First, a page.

• Customer hang ups
  • Number of online appointment bookings. If your practice is online-focused or receives a significant number of calls and messages each day, this is an especially crucial metric to track.

What then will be some of the results of NOT having measured your practice’s performance?

  • Less than adequate staff performance
  • Lost revenue
  • Spiraling costs
  • Poor staff morale
  • Poor patient satisfaction
  • Low practice value

Okay, I’ve tracked my practice’s key performance indicators. But I’m one for real-world solutions.

How can I apply my KPI discoveries?

 Here are some practical examples on putting this information to good use:

  • Practices should be observing the total number of appointments that can be booked and comparing that to the number of unfilled appointments. From here, a practice can devise strategies on filling those open appointment slots.
  • It’s important to understand how much, on average, your practice is spending to acquire each new patient. This cost influences your profitability and measures the effectiveness of your marketing efforts.
  • Once patient acquisition cost is calculated, it’s a good idea to start calculating revenue per patient. Putting these two numbers together will tell you if your marketing was successful.
  • Keeping wait times down can help increase patient satisfaction and can help practice management determine how to staff and schedule employees.
  • Long wait times are also one of the main reasons patients will leave negative online reviews. Seeking to improve this metric can improve how your patients portray you online.
  • Ideal patient-to-staff ratios will vary from practice to practice. Keep an eye on which of your other metrics improve when this ration goes up or down.
  • By tracking active patients without future appointments, I can discover if my patients are completing their prescribed plan of care and then being discharged appropriately.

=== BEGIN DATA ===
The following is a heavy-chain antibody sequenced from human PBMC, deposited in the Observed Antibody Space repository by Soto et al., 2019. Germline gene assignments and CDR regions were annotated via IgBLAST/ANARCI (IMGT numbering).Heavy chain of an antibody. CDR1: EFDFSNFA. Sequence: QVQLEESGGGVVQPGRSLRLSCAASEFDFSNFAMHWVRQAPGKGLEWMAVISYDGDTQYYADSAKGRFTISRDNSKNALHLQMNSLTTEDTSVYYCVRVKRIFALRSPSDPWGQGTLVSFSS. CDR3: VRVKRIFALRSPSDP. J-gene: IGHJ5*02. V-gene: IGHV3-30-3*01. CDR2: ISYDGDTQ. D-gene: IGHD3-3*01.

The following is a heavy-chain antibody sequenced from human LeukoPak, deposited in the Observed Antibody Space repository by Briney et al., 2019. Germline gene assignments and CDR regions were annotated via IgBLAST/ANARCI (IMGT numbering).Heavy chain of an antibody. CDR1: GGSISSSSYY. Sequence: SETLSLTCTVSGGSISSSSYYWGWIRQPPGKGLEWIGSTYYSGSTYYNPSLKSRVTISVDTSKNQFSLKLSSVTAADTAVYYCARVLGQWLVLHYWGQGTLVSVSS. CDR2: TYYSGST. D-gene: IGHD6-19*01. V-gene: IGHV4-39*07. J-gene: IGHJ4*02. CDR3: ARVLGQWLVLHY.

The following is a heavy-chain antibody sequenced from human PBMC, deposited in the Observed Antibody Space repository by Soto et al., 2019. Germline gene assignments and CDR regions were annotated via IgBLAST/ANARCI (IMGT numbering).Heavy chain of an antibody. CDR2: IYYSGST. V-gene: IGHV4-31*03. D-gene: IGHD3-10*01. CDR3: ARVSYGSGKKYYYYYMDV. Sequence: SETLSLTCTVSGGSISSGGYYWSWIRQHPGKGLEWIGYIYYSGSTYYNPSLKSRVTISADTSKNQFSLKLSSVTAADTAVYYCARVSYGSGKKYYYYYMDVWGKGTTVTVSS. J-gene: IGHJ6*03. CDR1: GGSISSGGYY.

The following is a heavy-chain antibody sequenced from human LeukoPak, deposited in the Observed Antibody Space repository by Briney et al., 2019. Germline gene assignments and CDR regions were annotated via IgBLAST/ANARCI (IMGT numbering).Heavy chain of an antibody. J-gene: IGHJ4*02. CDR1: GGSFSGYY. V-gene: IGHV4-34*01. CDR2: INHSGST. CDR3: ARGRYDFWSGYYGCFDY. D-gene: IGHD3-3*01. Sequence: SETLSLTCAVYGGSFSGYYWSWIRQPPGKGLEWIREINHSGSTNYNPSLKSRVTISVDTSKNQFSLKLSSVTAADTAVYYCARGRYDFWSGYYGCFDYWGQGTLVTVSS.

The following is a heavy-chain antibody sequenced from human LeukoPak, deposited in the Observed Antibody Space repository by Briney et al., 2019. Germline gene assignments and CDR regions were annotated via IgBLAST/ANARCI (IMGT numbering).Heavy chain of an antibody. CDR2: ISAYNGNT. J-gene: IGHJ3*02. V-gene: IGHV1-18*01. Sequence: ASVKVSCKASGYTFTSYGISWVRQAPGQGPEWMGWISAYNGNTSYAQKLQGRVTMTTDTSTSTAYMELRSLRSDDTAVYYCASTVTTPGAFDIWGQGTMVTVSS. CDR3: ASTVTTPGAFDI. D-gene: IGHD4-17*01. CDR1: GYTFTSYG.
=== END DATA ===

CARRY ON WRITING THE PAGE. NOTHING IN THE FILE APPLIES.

• By tracking my conversion rate, I can discover if I’m converting a healthy percentage of my referrals into patients.
  • Increasing your visit totals can be achieved by having satisfied patients who understand their role in their health and feel engaged.
  • If you focus on hiring employees who are dedicated to making your practice an inviting and welcoming space, it’s more likely that your practice will be successful. Patients appreciate an office with little turnover and feel comfortable when they see the same faces at their appointments.

An excellent way to stay ahead of the game is to determine the specific goals for your practice and associate the appropriate KPIs for measuring these goals.  

For example, if your goal is to increase your practice by 100 visits per month, you must formulate and understand the metrics that could help you achieve that goal. These specific KPIs for this goal could include evaluations vs. discharges, weekly frequency and conversion rate.

Once you begin to implement the right Medical Key Performance Indicators (KPIs), you’ll begin to see your practice in a different light.